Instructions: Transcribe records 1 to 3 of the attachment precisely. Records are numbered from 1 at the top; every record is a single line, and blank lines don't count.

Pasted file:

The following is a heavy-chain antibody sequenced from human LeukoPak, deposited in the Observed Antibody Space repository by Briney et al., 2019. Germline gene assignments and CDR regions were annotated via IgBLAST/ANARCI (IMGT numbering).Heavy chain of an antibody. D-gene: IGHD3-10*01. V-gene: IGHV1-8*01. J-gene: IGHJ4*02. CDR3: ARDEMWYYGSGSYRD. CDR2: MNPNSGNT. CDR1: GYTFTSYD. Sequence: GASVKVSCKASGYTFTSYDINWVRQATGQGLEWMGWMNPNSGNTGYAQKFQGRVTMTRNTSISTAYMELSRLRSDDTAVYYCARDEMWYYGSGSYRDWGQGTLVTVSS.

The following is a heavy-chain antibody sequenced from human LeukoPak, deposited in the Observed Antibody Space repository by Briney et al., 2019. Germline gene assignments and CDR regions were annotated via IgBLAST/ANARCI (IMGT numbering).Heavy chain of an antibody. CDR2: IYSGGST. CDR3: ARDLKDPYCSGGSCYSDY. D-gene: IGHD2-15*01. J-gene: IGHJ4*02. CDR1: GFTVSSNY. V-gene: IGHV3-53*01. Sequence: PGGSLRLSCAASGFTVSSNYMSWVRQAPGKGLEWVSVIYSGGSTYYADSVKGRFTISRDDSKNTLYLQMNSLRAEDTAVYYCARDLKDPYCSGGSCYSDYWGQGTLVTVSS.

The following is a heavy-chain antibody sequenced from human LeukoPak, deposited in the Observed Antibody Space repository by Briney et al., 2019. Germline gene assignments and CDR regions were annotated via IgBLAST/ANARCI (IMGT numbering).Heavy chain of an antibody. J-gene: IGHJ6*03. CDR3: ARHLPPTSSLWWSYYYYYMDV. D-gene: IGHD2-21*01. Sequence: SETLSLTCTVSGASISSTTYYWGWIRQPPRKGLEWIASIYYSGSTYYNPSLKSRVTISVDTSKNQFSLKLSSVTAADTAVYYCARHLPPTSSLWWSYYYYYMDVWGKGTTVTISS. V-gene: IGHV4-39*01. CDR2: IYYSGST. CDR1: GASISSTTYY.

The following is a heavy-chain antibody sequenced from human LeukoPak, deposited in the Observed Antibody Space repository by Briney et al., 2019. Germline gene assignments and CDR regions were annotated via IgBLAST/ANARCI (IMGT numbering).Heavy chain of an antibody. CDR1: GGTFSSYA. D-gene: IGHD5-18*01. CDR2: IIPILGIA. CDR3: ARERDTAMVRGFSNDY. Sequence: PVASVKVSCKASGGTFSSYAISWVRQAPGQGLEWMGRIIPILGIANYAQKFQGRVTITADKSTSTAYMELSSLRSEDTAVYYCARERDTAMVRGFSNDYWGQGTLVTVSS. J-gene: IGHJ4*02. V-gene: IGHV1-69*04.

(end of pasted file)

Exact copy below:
The following is a heavy-chain antibody sequenced from human LeukoPak, deposited in the Observed Antibody Space repository by Briney et al., 2019. Germline gene assignments and CDR regions were annotated via IgBLAST/ANARCI (IMGT numbering).Heavy chain of an antibody. D-gene: IGHD3-10*01. V-gene: IGHV1-8*01. J-gene: IGHJ4*02. CDR3: ARDEMWYYGSGSYRD. CDR2: MNPNSGNT. CDR1: GYTFTSYD. Sequence: GASVKVSCKASGYTFTSYDINWVRQATGQGLEWMGWMNPNSGNTGYAQKFQGRVTMTRNTSISTAYMELSRLRSDDTAVYYCARDEMWYYGSGSYRDWGQGTLVTVSS.

The following is a heavy-chain antibody sequenced from human LeukoPak, deposited in the Observed Antibody Space repository by Briney et al., 2019. Germline gene assignments and CDR regions were annotated via IgBLAST/ANARCI (IMGT numbering).Heavy chain of an antibody. CDR2: IYSGGST. CDR3: ARDLKDPYCSGGSCYSDY. D-gene: IGHD2-15*01. J-gene: IGHJ4*02. CDR1: GFTVSSNY. V-gene: IGHV3-53*01. Sequence: PGGSLRLSCAASGFTVSSNYMSWVRQAPGKGLEWVSVIYSGGSTYYADSVKGRFTISRDDSKNTLYLQMNSLRAEDTAVYYCARDLKDPYCSGGSCYSDYWGQGTLVTVSS.

The following is a heavy-chain antibody sequenced from human LeukoPak, deposited in the Observed Antibody Space repository by Briney et al., 2019. Germline gene assignments and CDR regions were annotated via IgBLAST/ANARCI (IMGT numbering).Heavy chain of an antibody. J-gene: IGHJ6*03. CDR3: ARHLPPTSSLWWSYYYYYMDV. D-gene: IGHD2-21*01. Sequence: SETLSLTCTVSGASISSTTYYWGWIRQPPRKGLEWIASIYYSGSTYYNPSLKSRVTISVDTSKNQFSLKLSSVTAADTAVYYCARHLPPTSSLWWSYYYYYMDVWGKGTTVTISS. V-gene: IGHV4-39*01. CDR2: IYYSGST. CDR1: GASISSTTYY.